Tricia Nixon Cox — not 'the miniskirt type'?

Tricia Nixon Cox, along with her sister Julie, were once considered the means by which President Nixon wanted to install traditional values back into the United States.

In a cringeworthy lecture given by the former president, he explained (via Rolling Stone), "Both Tricia and Julie are fortunate that they have the kind of figures that permits them to wear mini-skirts, but women should not complain about the new longer lengths, because most don't have the figures for the shorter ones." According to Rolling Stone, Tricia is reported to have made a reply, saying, "I don't think I'm the miniskirt type." Eek.


The president's daughter went on to find love with Edward Cox, with whom she is still married. The former president wrote this note to his daughter the night before her wedding: "The years ahead will be happy ones because you will make them so. Your strength of character will see you through whatever comes." Tricia Nixon Cox has gone on to live a reserved life, but there's no denying her "strength of character."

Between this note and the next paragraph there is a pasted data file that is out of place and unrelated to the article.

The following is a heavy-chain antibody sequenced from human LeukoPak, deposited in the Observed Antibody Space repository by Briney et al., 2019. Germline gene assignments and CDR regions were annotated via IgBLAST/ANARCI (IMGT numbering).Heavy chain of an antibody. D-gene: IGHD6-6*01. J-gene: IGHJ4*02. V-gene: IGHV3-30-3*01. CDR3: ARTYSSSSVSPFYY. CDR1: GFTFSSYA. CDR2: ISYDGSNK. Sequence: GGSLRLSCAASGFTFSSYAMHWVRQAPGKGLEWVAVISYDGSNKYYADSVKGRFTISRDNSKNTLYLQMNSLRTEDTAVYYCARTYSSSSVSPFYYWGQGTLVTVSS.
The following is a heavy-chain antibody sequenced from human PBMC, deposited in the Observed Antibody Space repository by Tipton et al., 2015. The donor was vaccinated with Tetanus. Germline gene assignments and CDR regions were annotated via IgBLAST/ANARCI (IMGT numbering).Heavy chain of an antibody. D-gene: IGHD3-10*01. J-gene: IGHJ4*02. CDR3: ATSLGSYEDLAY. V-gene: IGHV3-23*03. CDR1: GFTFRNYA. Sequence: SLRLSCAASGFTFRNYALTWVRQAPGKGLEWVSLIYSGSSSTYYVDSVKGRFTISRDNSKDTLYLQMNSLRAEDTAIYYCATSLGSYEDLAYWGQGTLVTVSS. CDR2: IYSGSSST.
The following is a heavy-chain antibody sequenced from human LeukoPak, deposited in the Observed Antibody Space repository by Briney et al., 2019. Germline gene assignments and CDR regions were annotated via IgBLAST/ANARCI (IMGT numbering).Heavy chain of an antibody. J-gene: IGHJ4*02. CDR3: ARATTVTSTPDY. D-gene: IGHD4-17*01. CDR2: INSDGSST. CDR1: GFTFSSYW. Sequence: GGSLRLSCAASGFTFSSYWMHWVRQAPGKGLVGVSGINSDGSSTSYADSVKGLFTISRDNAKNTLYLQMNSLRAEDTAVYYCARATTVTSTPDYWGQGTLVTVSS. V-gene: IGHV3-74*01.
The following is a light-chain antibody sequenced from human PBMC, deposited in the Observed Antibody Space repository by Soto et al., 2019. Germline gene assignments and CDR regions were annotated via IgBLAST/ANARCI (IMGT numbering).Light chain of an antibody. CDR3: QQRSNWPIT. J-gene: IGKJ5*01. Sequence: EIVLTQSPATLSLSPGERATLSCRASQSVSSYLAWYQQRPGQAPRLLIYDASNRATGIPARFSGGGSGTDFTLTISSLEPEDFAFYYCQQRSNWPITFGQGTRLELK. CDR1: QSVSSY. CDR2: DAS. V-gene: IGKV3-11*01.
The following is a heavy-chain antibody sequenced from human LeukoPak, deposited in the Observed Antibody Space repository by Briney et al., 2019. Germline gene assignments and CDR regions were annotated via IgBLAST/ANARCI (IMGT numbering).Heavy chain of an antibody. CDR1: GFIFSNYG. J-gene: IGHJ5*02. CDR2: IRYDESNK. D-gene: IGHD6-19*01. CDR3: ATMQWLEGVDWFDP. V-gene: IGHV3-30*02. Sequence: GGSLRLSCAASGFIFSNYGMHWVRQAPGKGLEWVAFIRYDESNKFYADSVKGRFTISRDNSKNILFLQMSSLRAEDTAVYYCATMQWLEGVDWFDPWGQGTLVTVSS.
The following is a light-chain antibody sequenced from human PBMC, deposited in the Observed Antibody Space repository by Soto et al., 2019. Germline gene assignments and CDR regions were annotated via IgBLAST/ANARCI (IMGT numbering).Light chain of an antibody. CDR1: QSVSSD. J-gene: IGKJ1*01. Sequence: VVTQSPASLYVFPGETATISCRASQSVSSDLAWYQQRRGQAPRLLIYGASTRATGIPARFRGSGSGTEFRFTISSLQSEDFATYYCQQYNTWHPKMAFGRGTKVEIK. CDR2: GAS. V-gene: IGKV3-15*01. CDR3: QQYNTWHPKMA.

Today, she serves on the board of the Richard Nixon Foundation.

Like father, like daughter: Lynda Bird Johnson Robb

When Lyndon B. Johnson was sworn into office in 1963 after the assassination of John F. Kennedy, he brought with him his wife and two daughters. Lynda Bird Johnson (now Lynda Bird Johnson Robb) was 19 years old at the time.